After a yoga class, while I was having coffee, I read that the queue had re-opened at 615am, just right after I went to the TPCC. My heart was undecided but finally I went ahead with my heart’s desire, finished my coffee and muffin in a jiffy, and hopped on down to City Hall. It was a balmy and humid afternoon, with rain clouds threatening above. As I joined the steady stream of people all headed in the same direction, I overtook many as I brisk-walked along the route that took me from the exit of City Hall MRT opposite the former Capitol Building, along the street across from Raffles City to the Padang to the Esplanade, past it, all the way to the floating platform where we looped back along the Esplanade. I came to a half somewhere after emerging from beneath the Esplanade bridge (or whatever that was called). By that time, sweat was trickling down my temple and sides of my neck. For someone who doesn’t perspire that easily these days, I could only imagine the speed at which I had been trudging along. The queue inched slowly forward, but all through the route from the Padang, lots of volunteers lined the way distributing sustenance of food and beverages. Some even went as far as cheering us on, while we struggled to catch some fresh air to prevent ourselves from fainting.

The queue was unbearable despite that there wasn’t much of the scorching sun for most parts of it that day, not like what some others went through. There was some drizzle when I reached the Asian Civilisations Museum, but compared to the downpour that drenched those on Sunday, the drizzle was really a walk in the park.

Finally, after what felt like forever but was just about 2 hours, I arrived outside the Parliament House.

From that point, everything happened in lightning speed. In 2 files, we made a procession past where Lee Kuan Yew laid. I was in a daze, that as I passed I slowed a little but missed to stop and bow. I really regretted not doing that but at that point I only thought about moving on so that others could also come in to pay their last respects. As I exited the solemn hall, it hit me what I didn’t do. But I could no longer head back in.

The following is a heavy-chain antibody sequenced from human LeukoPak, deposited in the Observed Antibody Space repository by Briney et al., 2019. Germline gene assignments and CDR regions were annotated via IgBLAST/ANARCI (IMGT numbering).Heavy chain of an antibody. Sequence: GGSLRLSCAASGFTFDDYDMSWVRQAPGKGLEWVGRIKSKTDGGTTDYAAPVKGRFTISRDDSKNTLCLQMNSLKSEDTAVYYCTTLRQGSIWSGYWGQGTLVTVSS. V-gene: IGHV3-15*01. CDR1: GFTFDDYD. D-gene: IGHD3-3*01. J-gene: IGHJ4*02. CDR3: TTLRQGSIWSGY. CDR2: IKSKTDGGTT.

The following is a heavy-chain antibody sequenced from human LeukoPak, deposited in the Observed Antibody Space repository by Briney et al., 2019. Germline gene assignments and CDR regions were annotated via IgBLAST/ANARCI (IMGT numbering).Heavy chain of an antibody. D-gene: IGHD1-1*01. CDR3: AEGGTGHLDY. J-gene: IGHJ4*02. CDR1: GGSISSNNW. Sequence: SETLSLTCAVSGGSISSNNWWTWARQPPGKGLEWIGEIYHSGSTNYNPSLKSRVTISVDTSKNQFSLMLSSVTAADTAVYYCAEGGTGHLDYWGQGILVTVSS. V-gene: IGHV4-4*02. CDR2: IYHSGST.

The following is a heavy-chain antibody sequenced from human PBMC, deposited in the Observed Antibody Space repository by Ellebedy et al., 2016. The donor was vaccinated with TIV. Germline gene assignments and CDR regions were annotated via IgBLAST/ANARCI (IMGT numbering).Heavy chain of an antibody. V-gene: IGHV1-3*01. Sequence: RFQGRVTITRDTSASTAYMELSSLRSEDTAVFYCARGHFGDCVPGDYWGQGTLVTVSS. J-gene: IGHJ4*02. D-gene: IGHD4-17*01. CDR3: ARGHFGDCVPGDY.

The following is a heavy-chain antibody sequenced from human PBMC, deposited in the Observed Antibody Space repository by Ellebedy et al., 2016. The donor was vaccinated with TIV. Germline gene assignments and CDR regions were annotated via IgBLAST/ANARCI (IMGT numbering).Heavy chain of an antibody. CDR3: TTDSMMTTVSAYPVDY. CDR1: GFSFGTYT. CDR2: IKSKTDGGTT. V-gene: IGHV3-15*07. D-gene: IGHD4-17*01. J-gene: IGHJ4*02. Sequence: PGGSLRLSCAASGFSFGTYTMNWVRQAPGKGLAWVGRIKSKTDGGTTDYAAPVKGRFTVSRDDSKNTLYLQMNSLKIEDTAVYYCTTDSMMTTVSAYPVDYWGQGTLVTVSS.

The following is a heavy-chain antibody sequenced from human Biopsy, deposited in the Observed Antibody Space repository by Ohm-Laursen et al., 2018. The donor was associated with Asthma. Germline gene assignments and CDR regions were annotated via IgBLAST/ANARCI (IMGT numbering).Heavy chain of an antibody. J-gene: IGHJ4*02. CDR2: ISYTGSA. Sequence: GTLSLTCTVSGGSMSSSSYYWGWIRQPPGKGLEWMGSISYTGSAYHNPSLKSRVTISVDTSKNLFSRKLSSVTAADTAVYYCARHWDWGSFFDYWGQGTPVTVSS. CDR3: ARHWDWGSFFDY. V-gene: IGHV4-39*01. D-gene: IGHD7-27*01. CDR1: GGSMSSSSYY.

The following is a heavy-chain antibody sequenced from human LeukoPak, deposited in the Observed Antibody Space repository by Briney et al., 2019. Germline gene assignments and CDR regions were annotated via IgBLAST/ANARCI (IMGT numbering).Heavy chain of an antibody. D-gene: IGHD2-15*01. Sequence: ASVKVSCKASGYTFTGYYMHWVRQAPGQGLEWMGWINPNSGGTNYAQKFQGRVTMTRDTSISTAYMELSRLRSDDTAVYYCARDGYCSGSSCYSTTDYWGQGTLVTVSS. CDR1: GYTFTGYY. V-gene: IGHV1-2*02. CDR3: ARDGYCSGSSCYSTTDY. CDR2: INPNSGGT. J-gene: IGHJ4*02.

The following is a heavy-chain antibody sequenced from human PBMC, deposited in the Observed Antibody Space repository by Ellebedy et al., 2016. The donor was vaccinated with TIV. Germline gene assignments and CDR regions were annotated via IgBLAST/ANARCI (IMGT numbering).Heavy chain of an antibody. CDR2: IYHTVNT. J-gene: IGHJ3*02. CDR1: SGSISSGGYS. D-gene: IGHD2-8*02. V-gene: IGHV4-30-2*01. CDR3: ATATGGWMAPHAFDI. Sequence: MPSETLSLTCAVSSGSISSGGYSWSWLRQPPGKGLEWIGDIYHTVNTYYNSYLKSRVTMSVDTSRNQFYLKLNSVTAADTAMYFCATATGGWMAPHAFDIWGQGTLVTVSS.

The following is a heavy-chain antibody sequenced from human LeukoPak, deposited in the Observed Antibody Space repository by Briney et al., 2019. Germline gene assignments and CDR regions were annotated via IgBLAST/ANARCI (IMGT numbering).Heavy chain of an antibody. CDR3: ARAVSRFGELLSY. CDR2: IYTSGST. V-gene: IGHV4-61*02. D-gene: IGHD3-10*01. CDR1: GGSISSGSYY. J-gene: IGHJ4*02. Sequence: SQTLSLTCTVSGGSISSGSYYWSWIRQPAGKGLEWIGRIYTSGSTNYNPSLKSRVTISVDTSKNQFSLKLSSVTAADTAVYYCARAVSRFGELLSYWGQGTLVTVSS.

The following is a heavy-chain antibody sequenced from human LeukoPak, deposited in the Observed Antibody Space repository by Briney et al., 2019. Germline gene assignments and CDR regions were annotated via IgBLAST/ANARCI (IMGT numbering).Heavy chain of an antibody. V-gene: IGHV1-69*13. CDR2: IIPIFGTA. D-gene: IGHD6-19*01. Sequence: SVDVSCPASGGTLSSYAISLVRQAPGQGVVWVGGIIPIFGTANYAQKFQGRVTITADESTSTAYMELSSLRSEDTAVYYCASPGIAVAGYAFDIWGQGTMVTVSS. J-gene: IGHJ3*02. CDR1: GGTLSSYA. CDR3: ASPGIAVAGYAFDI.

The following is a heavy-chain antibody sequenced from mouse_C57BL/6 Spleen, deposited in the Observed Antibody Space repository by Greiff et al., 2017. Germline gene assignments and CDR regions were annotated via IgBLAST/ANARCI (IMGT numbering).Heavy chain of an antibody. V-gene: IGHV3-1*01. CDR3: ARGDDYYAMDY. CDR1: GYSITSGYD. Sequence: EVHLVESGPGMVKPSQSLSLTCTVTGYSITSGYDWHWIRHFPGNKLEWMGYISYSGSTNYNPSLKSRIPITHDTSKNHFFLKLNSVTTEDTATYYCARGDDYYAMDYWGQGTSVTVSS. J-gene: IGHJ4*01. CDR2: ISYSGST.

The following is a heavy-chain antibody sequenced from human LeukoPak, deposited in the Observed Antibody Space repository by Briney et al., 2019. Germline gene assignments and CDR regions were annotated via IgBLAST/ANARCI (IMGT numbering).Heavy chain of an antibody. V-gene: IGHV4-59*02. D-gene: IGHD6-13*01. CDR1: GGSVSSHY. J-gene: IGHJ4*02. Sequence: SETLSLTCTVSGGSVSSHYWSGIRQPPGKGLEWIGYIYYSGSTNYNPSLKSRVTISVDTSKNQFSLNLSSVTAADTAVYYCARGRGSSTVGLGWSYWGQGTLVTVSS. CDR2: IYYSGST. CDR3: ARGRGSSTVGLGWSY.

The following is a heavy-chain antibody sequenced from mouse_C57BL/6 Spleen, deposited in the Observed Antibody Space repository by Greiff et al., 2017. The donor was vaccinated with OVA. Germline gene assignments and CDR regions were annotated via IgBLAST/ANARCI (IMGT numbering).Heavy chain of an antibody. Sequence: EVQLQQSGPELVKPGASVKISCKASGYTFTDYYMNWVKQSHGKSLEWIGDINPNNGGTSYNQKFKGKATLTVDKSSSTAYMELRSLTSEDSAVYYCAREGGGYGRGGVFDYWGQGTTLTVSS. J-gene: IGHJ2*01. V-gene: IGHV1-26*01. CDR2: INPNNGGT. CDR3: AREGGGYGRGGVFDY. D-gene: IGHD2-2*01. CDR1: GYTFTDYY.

It’s just like that with life, sometimes when we pass over something that we had considered doing but ended up not doing, there is no turning back. That is why there are always people telling us about the importance of seizing the moment and living in the here and now.

It was a sad week for many of us, and indeed I felt down but I didn’t go as far as shedding tears, even if I consider myself to be somewhat emotional these days. Perhaps it is a different kind of loss that I am mourning, thinking about what would lie ahead for us now that we have lost someone so vital to the development of Singapore, even if not all his policies and decisions were right. It was different as compared to earlier this year when my grandmother passed away; even if we weren’t as close as compared to the relationship I had with my maternal grandmother, it was heart-breaking when I saw her for the last time, lying in the coffin with her eyes closed for the last time, with pale pallid skin replete with wrinkles, a far cry from how I remembered her to be. Then, it was a 3-day wake that I attended and during the funeral as we trailed behind her cortege, I couldn’t help but break down as I thought about how we are now separated by life and death.

Anyway, Mr Lee’s passing caused me to reflect on a lot of things. I don’t know if these reflections will amount to any tangible actions but I hope it will make me more appreciative of things, be thankful of the things that I have, and learn how to live a better life.

Singapore will always be my home, whether or not I complain about its everything. I don’t believe in leaving and migrating because somewhere else is better off than here. We aren’t necessarily the best but because this is where we were born and grew up in, it’s where we belong and should work to make it better for ourselves.